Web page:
estimated 700,000 adults, 450,000 of them men, have become infected in
South and South-East Asia in the year 2000. East Asia and the Pacific
is mostly still keeping HIV at bay, with some 130,000 new infections this
year. Overall, as of end 2000, the two regions combined are estimated
to have 6.4 million people living with HIV/AIDS.
- In comparison with
the rates of HIV infection in Africa, those in the general population
of Asia are still low. The prevalence among 15-49-year-olds exceeds
1% in only three countries - Cambodia, Myanmar and Thailand. In other
countries, it is often far lower. In Indonesia, the world's fourth most
populous country, fewer than 5 people in 10,000 are living with HIV.
In the Philippines, the rate of HIV infection is 7 per 10,000.
- Epidemics driven
by unsafe drug-injecting practices dominate in some provinces
of China, Malaysia, Nepal and Viet Nam. Recent reports suggest that
a similar situation is emerging in Indonesia, notably Jakarta.
- According to some
estimates, there are 3 million drug users in China. Needle-sharing
appears common, with more than 45% of injectors sharing needles. HIV
infection is reported among injecting drug users from 25 provinces.
In both China and Viet Nam, 65-70% of detected HIV infections
have been among injectors.
- In parts of north-east
India, too, widespread injecting drug use provided an early entry point
for HIV. In Manipur, the prevalence of HIV infection among injecting
drug users shot up from virtually nothing in 1988 to over 65% just four
years later. It has remained at these high levels ever since. Most cases
of infection among women appear to have been acquired from husbands
who had been infected in turn by sex workers, themselves part of a longer
chain of transmission. In other parts of the country, there is evidence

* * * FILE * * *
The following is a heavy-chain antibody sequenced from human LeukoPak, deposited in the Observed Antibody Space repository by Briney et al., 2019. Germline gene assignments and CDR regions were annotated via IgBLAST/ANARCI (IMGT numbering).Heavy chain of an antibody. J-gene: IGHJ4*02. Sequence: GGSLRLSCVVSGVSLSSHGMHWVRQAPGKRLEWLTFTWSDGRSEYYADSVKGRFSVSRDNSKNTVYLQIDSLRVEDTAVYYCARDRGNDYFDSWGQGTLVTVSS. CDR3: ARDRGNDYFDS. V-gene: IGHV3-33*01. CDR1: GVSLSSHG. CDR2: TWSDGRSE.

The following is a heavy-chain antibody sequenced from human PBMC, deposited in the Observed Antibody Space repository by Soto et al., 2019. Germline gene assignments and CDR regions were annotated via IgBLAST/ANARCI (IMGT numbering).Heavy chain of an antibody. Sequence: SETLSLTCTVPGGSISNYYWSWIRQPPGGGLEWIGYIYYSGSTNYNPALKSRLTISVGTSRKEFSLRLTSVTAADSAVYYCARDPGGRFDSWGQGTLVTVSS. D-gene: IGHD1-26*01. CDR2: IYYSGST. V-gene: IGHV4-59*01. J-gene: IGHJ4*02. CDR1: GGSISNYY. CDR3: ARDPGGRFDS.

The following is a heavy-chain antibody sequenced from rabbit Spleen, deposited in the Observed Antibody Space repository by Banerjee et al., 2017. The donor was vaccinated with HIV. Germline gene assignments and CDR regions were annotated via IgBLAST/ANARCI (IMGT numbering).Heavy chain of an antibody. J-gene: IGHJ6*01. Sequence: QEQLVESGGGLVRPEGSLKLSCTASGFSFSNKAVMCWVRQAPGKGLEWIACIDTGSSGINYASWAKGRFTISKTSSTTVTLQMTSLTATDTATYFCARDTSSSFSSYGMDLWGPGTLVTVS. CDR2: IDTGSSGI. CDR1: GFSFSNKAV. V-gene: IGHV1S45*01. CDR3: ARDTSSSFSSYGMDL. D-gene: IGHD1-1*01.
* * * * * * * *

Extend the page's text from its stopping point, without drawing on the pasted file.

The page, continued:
that unsafe sex is spreading HIV within the general population.
- With 100 million
people or more on the move, China is experiencing population
movement that dwarfs any other in recorded history. In addition, having
practically eradicated sexually transmitted infections by the 1960s,
China is now seeing a steep rise in these rates over the last several
years. Reported cases increased from 5,800 in 1985 to over 836,000 in
- China and India
between them account for around 36% of the world's population. With
such huge populations, even low HIV prevalence rates translate into
huge numbers of infections. In India, where only 7 adults in
1000 are infected, 3.7 million people were living with HIV/AIDS at the
beginning of the millennium - more than in any other country in the
world except South Africa. In both China and India, the epidemic varies
widely from region to region, both in size and in method of transmission.
- Countries where
HIV has spread significantly through unsafe sex include Cambodia,
Myanmar and Thailand.
well-publicized success in curbing a rampant heterosexual epidemic has
brought to light other routes of transmission against which HIV prevention
programmes have been far less successful. HIV continues to spread virtually
unchecked through the sharing of drug-injecting equipment and through
unprotected sex between men.
is already in the throes of a major epidemic while Cambodia has
the highest HIV prevalence rates in the region, fuelled by sexual transmission
against a background of social and economic fragility.
- Viet Nam's
HIV epidemic, until now largely confined to the south and the central
provinces, has expanded to the northern provinces as well. There, as
in the rest of the country, the virus is spread through injecting drug
use and there is ample evidence of steadily increasing sexual transmission.
- A number of factors
have played a significant role in the spread of HIV in Asia and are
likely to continue having an impact: injecting drug use, commercial
sex, literacy, dependency, access to information and services, migration
and population mobility.
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